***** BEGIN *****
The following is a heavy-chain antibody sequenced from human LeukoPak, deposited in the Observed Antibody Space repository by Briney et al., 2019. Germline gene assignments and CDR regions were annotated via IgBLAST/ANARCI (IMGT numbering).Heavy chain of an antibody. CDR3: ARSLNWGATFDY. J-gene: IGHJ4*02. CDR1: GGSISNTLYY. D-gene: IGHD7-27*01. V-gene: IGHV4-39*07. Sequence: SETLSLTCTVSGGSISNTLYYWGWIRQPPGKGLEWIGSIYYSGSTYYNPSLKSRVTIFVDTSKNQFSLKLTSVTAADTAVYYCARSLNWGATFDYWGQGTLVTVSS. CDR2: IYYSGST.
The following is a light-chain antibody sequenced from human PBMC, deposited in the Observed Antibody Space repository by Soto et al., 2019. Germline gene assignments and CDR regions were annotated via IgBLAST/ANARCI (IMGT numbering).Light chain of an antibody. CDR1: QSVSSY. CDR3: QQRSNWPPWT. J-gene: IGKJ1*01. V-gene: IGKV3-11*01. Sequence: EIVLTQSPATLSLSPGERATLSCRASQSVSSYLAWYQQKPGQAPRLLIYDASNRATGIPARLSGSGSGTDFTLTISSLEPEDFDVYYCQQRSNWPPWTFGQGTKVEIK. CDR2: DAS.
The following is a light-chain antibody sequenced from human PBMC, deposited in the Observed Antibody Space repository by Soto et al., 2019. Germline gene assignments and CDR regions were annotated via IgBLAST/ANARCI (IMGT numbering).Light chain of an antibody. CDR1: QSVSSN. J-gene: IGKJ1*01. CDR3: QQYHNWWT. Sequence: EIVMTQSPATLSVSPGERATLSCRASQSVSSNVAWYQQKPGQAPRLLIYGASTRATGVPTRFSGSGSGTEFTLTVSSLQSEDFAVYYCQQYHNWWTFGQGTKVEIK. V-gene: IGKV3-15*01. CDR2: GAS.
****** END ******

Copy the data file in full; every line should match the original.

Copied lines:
The following is a heavy-chain antibody sequenced from human LeukoPak, deposited in the Observed Antibody Space repository by Briney et al., 2019. Germline gene assignments and CDR regions were annotated via IgBLAST/ANARCI (IMGT numbering).Heavy chain of an antibody. CDR3: ARSLNWGATFDY. J-gene: IGHJ4*02. CDR1: GGSISNTLYY. D-gene: IGHD7-27*01. V-gene: IGHV4-39*07. Sequence: SETLSLTCTVSGGSISNTLYYWGWIRQPPGKGLEWIGSIYYSGSTYYNPSLKSRVTIFVDTSKNQFSLKLTSVTAADTAVYYCARSLNWGATFDYWGQGTLVTVSS. CDR2: IYYSGST.
The following is a light-chain antibody sequenced from human PBMC, deposited in the Observed Antibody Space repository by Soto et al., 2019. Germline gene assignments and CDR regions were annotated via IgBLAST/ANARCI (IMGT numbering).Light chain of an antibody. CDR1: QSVSSY. CDR3: QQRSNWPPWT. J-gene: IGKJ1*01. V-gene: IGKV3-11*01. Sequence: EIVLTQSPATLSLSPGERATLSCRASQSVSSYLAWYQQKPGQAPRLLIYDASNRATGIPARLSGSGSGTDFTLTISSLEPEDFDVYYCQQRSNWPPWTFGQGTKVEIK. CDR2: DAS.
The following is a light-chain antibody sequenced from human PBMC, deposited in the Observed Antibody Space repository by Soto et al., 2019. Germline gene assignments and CDR regions were annotated via IgBLAST/ANARCI (IMGT numbering).Light chain of an antibody. CDR1: QSVSSN. J-gene: IGKJ1*01. CDR3: QQYHNWWT. Sequence: EIVMTQSPATLSVSPGERATLSCRASQSVSSNVAWYQQKPGQAPRLLIYGASTRATGVPTRFSGSGSGTEFTLTVSSLQSEDFAVYYCQQYHNWWTFGQGTKVEIK. V-gene: IGKV3-15*01. CDR2: GAS.